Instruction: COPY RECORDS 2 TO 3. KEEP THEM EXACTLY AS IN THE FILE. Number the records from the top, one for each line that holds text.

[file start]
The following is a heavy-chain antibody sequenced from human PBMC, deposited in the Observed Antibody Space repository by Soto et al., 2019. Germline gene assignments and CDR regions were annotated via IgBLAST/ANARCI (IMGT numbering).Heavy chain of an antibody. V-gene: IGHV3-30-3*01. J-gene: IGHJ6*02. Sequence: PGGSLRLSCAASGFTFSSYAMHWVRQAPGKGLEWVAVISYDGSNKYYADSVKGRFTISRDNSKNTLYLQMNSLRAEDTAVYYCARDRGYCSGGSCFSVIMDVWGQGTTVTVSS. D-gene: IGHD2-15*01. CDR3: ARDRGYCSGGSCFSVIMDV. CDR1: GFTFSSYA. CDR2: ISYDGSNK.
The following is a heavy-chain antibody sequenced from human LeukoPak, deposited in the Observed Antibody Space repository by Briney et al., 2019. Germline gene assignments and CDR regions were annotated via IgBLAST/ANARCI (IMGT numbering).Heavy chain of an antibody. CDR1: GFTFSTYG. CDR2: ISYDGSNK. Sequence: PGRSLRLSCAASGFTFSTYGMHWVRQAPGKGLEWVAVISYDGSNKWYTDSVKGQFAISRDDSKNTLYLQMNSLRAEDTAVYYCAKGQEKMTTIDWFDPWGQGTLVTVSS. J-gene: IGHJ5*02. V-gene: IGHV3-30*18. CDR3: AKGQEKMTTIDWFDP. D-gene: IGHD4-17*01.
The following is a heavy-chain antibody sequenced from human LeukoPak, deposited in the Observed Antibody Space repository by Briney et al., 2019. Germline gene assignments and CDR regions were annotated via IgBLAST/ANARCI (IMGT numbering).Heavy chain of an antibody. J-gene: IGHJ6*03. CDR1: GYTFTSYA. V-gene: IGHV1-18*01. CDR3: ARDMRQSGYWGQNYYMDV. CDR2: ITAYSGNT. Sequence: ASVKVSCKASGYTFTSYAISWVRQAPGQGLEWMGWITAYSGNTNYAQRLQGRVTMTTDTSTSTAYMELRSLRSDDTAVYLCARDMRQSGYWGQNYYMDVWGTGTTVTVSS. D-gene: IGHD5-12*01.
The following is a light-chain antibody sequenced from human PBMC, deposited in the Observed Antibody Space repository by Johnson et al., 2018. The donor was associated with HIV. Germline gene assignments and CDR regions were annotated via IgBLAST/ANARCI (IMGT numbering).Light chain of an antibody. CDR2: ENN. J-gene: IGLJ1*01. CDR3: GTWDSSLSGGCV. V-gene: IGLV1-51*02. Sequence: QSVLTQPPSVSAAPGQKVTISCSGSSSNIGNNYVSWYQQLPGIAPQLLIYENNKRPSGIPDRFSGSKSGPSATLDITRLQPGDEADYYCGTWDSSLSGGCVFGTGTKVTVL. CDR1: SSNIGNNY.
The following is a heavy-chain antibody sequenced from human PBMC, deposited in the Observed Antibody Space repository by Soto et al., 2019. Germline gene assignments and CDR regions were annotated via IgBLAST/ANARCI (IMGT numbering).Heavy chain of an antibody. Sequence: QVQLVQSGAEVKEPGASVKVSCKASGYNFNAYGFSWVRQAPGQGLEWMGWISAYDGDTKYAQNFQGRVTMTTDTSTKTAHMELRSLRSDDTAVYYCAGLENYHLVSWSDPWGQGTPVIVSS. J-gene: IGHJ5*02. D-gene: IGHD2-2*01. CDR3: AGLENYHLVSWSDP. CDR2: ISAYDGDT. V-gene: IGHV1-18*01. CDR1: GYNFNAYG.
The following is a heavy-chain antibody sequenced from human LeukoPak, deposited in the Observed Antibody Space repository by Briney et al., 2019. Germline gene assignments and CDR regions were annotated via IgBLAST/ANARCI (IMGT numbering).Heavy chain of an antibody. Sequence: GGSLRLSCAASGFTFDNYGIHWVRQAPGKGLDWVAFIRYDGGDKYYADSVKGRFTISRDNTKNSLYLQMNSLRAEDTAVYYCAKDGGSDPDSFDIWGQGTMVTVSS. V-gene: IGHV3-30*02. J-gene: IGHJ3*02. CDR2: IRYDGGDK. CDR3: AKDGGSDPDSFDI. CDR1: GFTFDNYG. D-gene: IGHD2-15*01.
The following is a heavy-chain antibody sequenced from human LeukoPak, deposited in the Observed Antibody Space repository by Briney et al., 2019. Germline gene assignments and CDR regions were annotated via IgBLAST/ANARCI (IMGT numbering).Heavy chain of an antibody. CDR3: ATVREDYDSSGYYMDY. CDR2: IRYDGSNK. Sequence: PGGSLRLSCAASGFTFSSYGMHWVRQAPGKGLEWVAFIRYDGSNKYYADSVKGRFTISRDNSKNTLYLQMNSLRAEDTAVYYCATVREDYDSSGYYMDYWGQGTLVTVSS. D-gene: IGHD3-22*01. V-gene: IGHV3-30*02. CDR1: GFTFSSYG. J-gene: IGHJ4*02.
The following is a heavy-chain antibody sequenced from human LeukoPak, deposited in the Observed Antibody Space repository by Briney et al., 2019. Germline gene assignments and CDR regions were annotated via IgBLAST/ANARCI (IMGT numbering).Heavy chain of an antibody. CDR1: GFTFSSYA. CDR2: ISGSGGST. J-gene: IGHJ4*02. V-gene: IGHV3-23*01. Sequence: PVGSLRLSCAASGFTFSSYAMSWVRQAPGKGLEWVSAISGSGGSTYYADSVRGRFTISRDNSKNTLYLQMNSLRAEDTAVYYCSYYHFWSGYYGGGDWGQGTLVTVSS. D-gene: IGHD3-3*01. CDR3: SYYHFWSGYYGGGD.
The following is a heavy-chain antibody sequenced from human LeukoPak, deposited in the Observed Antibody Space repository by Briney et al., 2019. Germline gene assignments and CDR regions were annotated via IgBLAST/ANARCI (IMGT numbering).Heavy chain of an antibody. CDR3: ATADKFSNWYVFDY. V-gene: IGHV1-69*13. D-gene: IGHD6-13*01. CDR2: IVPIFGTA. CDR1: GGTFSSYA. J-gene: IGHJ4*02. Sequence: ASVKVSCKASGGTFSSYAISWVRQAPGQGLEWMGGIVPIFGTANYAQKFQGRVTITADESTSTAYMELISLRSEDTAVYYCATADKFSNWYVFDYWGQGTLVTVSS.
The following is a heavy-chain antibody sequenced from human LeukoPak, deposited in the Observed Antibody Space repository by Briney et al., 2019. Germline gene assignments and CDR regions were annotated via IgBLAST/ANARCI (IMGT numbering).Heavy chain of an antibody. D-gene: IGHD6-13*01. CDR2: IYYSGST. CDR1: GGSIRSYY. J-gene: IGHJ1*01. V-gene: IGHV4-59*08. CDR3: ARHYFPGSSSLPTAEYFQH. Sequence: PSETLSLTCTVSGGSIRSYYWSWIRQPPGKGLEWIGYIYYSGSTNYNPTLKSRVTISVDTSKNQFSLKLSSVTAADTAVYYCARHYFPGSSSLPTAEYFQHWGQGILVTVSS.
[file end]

The following is a heavy-chain antibody sequenced from human LeukoPak, deposited in the Observed Antibody Space repository by Briney et al., 2019. Germline gene assignments and CDR regions were annotated via IgBLAST/ANARCI (IMGT numbering).Heavy chain of an antibody. CDR1: GFTFSTYG. CDR2: ISYDGSNK. Sequence: PGRSLRLSCAASGFTFSTYGMHWVRQAPGKGLEWVAVISYDGSNKWYTDSVKGQFAISRDDSKNTLYLQMNSLRAEDTAVYYCAKGQEKMTTIDWFDPWGQGTLVTVSS. J-gene: IGHJ5*02. V-gene: IGHV3-30*18. CDR3: AKGQEKMTTIDWFDP. D-gene: IGHD4-17*01.
The following is a heavy-chain antibody sequenced from human LeukoPak, deposited in the Observed Antibody Space repository by Briney et al., 2019. Germline gene assignments and CDR regions were annotated via IgBLAST/ANARCI (IMGT numbering).Heavy chain of an antibody. J-gene: IGHJ6*03. CDR1: GYTFTSYA. V-gene: IGHV1-18*01. CDR3: ARDMRQSGYWGQNYYMDV. CDR2: ITAYSGNT. Sequence: ASVKVSCKASGYTFTSYAISWVRQAPGQGLEWMGWITAYSGNTNYAQRLQGRVTMTTDTSTSTAYMELRSLRSDDTAVYLCARDMRQSGYWGQNYYMDVWGTGTTVTVSS. D-gene: IGHD5-12*01.